I started looking at all those little LED lights that you can find at the gas station or Wal-mart etc. As a matter of fact my buddy, Maybe-Maybe< carries one of those little lights and it works fine for him. I could not bring myself to using one of those cheapies at work. I own one that I keep in my car and another as a back-up light, but as a primary light I just can't do it. Maybe-Maybe has told me that he is at a point in his career in that he does not wish to buy any new tools. He claims to be about five years from retirement (yeah right). I am no spring chicken but I also have about another twenty years before retirement so I still want to buy some quality tools.

I like most Aircraft Mechanics am broke!!! So when I got a Home Depot gift card a while back I knew I would waste it all on tools and such. Today while picking up a hose for my refrigerator (it was on MEL), I looked around and saw the Mag-Lite LED XL100. Small, compact, water and drop resistant (hey it is a Mag-Lite!) and its an LED.

The XL100 is 4 3/4" long with a diameter of a quarter. Once I got it unpacked and loaded with the batteries (they came with the thing) I tried it out. To say it is bright is an understatement. The XL100 puts out a nice focused beam which is fully adjustable like any larger Mag-Lite. The light is turned on by a thumb switch on the butt end, sealed of course.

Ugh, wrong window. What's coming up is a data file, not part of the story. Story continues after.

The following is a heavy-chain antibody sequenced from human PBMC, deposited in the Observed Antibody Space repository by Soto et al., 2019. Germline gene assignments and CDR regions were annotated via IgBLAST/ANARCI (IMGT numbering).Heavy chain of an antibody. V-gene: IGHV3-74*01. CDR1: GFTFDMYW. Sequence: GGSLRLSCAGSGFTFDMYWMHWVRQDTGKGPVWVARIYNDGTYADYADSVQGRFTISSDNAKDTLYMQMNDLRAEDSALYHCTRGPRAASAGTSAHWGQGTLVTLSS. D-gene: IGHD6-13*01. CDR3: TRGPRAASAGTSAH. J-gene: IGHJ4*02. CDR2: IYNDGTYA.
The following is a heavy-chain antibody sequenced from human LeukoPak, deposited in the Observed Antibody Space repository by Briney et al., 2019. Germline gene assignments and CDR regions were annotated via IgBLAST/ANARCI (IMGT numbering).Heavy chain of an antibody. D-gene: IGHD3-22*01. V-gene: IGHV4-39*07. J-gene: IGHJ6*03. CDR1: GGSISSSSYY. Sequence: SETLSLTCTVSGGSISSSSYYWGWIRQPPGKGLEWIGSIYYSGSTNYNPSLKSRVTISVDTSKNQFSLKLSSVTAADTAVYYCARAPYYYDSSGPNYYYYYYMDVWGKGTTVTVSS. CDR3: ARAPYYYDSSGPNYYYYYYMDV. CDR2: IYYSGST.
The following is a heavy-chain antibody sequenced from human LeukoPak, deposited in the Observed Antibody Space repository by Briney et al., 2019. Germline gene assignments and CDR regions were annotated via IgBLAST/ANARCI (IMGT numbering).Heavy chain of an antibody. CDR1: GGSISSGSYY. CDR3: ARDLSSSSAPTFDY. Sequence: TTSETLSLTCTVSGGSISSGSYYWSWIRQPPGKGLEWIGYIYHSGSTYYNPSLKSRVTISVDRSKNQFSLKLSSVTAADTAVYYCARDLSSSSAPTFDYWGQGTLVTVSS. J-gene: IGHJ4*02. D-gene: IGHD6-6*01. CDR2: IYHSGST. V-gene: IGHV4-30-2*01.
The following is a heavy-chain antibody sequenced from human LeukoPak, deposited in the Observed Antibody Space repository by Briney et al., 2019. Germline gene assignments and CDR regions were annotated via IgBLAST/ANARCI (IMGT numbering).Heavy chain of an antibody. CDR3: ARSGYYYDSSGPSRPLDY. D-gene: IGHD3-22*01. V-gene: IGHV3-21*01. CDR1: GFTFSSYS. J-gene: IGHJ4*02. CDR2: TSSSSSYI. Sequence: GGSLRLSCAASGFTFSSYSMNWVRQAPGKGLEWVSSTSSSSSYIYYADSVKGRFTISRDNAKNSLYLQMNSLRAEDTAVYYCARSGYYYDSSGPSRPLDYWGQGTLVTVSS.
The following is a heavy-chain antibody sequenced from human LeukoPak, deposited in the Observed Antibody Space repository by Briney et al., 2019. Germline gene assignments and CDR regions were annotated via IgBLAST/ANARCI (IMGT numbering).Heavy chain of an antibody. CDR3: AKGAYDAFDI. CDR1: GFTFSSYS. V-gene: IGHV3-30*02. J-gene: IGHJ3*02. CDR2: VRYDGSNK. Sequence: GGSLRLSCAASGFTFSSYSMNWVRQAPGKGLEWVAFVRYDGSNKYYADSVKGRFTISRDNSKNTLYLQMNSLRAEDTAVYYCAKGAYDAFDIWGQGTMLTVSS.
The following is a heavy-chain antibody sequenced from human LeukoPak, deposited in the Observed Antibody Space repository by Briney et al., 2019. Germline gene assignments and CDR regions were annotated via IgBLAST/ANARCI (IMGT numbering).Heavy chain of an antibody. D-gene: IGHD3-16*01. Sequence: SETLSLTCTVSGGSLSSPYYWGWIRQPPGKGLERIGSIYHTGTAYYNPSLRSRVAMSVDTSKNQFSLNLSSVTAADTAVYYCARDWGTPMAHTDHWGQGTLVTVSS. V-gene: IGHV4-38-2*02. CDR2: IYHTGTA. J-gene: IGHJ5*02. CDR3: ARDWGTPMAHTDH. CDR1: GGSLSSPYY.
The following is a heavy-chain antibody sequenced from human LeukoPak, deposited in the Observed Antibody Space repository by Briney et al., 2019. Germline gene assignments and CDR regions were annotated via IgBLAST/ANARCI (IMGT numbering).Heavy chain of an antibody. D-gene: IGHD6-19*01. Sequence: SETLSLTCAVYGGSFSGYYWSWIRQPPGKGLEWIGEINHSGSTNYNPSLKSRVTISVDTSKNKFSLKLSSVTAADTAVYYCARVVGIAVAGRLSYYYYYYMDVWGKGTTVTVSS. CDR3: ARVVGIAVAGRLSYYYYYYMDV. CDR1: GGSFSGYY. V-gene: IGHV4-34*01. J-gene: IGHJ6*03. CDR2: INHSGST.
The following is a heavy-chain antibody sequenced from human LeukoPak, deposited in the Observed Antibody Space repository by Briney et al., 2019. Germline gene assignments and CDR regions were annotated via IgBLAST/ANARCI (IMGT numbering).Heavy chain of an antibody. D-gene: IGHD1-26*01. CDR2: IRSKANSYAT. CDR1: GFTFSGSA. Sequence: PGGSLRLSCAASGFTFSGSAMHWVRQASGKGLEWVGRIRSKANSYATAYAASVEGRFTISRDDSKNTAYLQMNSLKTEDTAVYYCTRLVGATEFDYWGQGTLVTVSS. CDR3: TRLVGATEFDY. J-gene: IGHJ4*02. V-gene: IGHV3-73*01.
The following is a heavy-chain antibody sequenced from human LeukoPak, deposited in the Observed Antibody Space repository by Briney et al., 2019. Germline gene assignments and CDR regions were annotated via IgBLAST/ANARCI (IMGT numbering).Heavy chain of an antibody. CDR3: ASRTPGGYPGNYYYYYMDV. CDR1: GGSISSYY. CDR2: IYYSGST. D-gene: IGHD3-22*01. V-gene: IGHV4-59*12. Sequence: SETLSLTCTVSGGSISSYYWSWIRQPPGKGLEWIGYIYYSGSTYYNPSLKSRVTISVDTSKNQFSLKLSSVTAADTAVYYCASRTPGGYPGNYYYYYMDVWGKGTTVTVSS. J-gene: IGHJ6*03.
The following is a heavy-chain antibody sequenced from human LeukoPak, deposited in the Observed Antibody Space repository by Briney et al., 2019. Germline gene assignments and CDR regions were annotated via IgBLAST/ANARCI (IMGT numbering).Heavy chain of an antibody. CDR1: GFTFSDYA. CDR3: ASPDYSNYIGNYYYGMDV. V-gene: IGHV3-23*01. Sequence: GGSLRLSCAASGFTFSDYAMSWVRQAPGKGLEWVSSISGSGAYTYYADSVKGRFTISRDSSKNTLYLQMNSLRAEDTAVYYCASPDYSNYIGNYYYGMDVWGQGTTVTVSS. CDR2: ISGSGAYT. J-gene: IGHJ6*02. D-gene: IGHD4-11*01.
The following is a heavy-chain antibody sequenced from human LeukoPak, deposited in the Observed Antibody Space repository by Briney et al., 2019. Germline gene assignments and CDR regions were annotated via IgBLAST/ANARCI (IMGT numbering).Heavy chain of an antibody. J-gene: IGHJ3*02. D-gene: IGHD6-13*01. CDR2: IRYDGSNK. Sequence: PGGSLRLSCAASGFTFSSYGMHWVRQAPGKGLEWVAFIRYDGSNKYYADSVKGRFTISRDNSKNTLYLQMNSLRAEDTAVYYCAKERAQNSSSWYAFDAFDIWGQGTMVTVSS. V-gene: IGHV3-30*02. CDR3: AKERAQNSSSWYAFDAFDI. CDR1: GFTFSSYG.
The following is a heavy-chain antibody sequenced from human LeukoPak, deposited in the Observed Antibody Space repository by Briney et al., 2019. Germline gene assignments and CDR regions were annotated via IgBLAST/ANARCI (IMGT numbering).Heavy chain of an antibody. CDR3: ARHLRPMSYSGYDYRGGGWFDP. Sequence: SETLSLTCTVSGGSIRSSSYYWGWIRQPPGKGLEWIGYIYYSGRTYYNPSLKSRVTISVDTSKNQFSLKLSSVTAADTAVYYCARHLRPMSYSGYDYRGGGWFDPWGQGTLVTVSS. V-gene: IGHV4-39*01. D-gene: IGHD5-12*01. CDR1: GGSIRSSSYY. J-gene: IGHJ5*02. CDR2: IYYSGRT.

One of the kind of gimmicky things that I don't really approve of is the way the light swithces between "modes". Yes Mag-Lite has jumped on the different modes band wagon, which is kind of sad but I know they have to appeal to more folks than just Old School Aircraft Mechanics. There are 5 modes: DIM (normal), STROBE, NITELIGHT, SIGNAL, and SOS. That would be ok but to switch between the modes you don't turn the little knob/button/switchy/red thing in the photo above like I thought. That thing may look like it is movable but it is not. I had to break open the included written directions to figure this thing out. Basically it is a motion sensitive switch, you hold the light so that the mode you want is at the twelve o'clock position, press the on/off switch and hold it down, in the DIM mode you can adjust the brightness by then twisting your wrist in a counter clock wise or clock wise direction. Ridiculous!!

I'm pretty sure I will never use any mode besides the normal one (DIM??).  Anyway the thing is pretty bright and for that it is doing it's job. I hope to never have to test it's drop test toughability but I'm sure it will happen sooner or later.

I will let you guys know how well it holds up. I hope to never have to read an instruction manual to figure out how to use what is supposed to be a simple tool but I fear the days of simple tools are over. Ahh another post subject....

Happy fixing!!

Friday, June 11, 2010

Golden Age Pics from SkyWalker

The plane above is a CV-340. I don't know any thing about the CV-340 yet but I am an airliner nut so I will be looking it up to learn some more. This is an incredible picture, it looks like a Untied Airlines plane that either had a gear down or got stuck in the mud or something. Check out the mechanics and the cranes! This was a day all those guys who worked on the plane would have remembered for their whole career. Thanks for the pic SkyWalker and anyone with info on the CV-340 drop us a line!